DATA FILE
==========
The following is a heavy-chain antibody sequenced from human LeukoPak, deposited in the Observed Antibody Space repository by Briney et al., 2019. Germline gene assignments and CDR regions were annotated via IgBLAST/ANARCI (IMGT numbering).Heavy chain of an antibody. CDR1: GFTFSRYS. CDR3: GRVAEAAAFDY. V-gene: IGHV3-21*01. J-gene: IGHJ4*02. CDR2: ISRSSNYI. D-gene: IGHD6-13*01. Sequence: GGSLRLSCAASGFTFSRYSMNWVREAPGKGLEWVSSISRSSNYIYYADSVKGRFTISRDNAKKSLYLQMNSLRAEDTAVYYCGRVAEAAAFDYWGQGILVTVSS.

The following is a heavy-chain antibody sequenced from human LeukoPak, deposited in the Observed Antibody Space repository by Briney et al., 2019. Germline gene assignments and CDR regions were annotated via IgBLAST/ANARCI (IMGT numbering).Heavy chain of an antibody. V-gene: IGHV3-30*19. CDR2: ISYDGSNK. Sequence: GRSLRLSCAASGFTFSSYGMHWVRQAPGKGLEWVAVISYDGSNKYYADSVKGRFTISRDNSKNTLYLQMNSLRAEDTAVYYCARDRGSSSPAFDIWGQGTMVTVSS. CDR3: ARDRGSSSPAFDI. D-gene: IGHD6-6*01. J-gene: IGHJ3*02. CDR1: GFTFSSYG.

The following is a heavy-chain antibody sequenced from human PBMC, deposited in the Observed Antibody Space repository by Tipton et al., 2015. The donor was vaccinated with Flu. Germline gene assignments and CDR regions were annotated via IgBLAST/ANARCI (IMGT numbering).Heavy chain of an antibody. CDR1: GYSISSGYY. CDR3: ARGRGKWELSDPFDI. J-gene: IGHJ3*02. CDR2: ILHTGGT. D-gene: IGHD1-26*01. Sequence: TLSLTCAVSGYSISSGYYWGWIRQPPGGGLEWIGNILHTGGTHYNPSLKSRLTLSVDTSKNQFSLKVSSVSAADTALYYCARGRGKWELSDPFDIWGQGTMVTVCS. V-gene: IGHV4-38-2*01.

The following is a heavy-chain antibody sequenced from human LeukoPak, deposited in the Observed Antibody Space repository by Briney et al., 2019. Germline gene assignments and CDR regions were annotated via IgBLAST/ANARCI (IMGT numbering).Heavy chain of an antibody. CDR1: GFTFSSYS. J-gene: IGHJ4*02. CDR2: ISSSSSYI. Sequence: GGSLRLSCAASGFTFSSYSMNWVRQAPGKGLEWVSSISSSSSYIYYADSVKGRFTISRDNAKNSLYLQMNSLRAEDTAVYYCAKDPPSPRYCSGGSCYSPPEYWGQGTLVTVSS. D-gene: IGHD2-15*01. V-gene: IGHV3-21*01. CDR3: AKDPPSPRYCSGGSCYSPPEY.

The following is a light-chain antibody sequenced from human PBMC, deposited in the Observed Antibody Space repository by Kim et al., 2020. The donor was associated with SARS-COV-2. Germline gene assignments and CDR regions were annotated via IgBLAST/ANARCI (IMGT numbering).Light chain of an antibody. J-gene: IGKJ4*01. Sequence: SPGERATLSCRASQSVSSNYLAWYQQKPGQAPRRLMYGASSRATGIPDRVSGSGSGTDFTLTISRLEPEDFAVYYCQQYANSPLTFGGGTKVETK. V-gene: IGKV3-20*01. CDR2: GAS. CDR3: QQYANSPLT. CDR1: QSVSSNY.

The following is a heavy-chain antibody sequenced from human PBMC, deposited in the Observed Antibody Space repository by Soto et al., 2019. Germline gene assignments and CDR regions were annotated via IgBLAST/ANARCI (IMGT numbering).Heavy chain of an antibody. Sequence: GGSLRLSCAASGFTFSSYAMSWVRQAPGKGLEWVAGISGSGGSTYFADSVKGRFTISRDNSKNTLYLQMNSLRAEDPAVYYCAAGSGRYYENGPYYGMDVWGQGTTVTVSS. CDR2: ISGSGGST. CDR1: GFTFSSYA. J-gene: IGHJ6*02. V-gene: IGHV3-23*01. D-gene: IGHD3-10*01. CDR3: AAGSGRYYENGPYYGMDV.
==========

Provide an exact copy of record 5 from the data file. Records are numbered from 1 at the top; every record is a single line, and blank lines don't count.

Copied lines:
The following is a light-chain antibody sequenced from human PBMC, deposited in the Observed Antibody Space repository by Kim et al., 2020. The donor was associated with SARS-COV-2. Germline gene assignments and CDR regions were annotated via IgBLAST/ANARCI (IMGT numbering).Light chain of an antibody. J-gene: IGKJ4*01. Sequence: SPGERATLSCRASQSVSSNYLAWYQQKPGQAPRRLMYGASSRATGIPDRVSGSGSGTDFTLTISRLEPEDFAVYYCQQYANSPLTFGGGTKVETK. V-gene: IGKV3-20*01. CDR2: GAS. CDR3: QQYANSPLT. CDR1: QSVSSNY.